Summary: Visits are a great way to preview what a college has to offer.
Comparing college options on paper is one way to evaluate if it’s right for you, but if you really want a feel for what the institution and experience has to offer, a college tour is the way to go. A college tour is also more than a walk around campus, it also helps you go through your checklist of priorities like classes for your major or a specific career path, dorms or campus housing, student clubs and activities, and more—a college tour gives you information that is not available virtually.
To save time and travel costs, you may also want to schedule tours to multiple colleges in the same geographic area. To optimize your college visit efforts, there are some things you can do to help it run as seamlessly as possible. Read on for four essential steps to prep for your visit.
1. Start Your Orientation Virtually
To get a sense of the campus size and surroundings, start with a virtual campus tour of colleges of interest. The Princeton Review compiled a list of virtual campus tours of colleges in all fifty states. College websites will also provide a map of the main campus and many offer a virtual tour as well. This online preview can give you a sense of the distance between classes and dorms or the distance from the student union to the cafeteria. You may also wish to use the street views of Google Earth to get a sense of the overall college size and surrounding community.
2. Vet Your Options with Extra Research
It helps to know as much as possible about the college or colleges of your choice before your visit, including details like its graduation rate for undergraduate bachelor degrees. The U.S. Department of Education (USDE) calculates a successful graduation rate in 8 years rather than four. The USDE’s College Scorecard shows individual college graduation rates, average cost per year, school size, and major fields of study; the website also indicates on average what a graduate will earn in a job.
Visiting the college website and its social media accounts can give you an idea of the school’s culture and student life. You will also want to investigate admission requirements, major fields of study, undergraduate advisement, housing, and financial aid. Some colleges have a freshman advising office that coordinates all of these services—if you cannot find the information you need online, consider contacting a specific department for more information.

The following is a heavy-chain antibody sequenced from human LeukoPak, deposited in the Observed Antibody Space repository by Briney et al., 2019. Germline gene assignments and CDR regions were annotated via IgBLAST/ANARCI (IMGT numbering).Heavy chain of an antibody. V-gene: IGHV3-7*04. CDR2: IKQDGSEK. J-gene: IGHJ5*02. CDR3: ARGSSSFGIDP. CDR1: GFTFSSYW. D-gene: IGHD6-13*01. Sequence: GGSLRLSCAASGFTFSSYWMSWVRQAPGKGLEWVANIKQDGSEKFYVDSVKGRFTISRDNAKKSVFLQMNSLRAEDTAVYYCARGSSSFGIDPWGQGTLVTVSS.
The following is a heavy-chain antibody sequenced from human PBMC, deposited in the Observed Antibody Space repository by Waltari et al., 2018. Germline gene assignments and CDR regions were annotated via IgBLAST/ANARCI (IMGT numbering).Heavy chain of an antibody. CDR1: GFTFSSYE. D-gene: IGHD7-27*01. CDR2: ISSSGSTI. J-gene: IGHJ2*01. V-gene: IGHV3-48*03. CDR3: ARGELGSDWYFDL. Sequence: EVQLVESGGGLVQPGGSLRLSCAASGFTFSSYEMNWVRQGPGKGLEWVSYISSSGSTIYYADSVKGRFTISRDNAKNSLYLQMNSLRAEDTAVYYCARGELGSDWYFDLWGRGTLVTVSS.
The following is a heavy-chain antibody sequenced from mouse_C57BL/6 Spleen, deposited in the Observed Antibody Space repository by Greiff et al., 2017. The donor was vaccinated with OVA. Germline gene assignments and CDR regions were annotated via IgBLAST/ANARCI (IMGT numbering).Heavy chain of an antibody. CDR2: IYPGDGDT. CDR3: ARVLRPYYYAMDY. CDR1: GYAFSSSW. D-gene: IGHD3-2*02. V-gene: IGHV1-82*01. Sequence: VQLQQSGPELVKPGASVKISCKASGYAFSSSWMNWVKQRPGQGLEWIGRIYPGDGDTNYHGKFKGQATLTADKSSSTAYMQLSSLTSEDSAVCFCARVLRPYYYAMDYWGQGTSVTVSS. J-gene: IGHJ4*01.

3. Create a List of Questions
If you have determined a college (or colleges) you want to visit, brainstorm a list of questions that are important to you and you’d love to get the scoop on from a student ambassador. Here are some ideas to get you started:
- What made the jump from high school to college easier?
- Why do you like/love it here at [College Name]?
- What made you choose this college?
- How do students spend their free time?
These questions are just a starting point and a few conversation starters. Ultimately, you’re trying to get the best feel for what that specific college experience is like, so don’t be afraid to make a big list of things you’re specifically interested in learning about.
4. Get Your Visit on the Calendar
Many college advisors recommend scheduling a guided tour but also to leave time for walking around on your own. The goal of your visit is to learn as much as you can about the college so be strategic. Like all things with college readiness, starting early is helpful. Consider visiting colleges in the summer between your junior and senior year of high school. An early visit helps you to narrow your choices by your senior year.
During the summer months, colleges offer visits with guided tours usually led by students. These students can discuss college life based on first-hand experiences so don’t be afraid to ask questions. You may also want to schedule some appointments while you’re there, including with an admissions officer, collegiate advisor, housing representative, or financial aid officer. The time you spend in advance determining your priorities will help you make the most of every minute you’re on campus.
The Benefit of a Campus Visit
A campus visit gives you a more realistic viewpoint to do some comparison shopping, especially if there are several colleges of interest to you. Preparation can help you use your time on campus advantageously, so have an end goal in mind of what you wish to accomplish or what questions you want answered on your college visit. Beyond all the hype, a college visit gives you a real perspective of campus life. If you want to compare notes, get inspiration, or share your take-aways from a college visit, join the conversation in one of our college-focused groups in Tallo Community!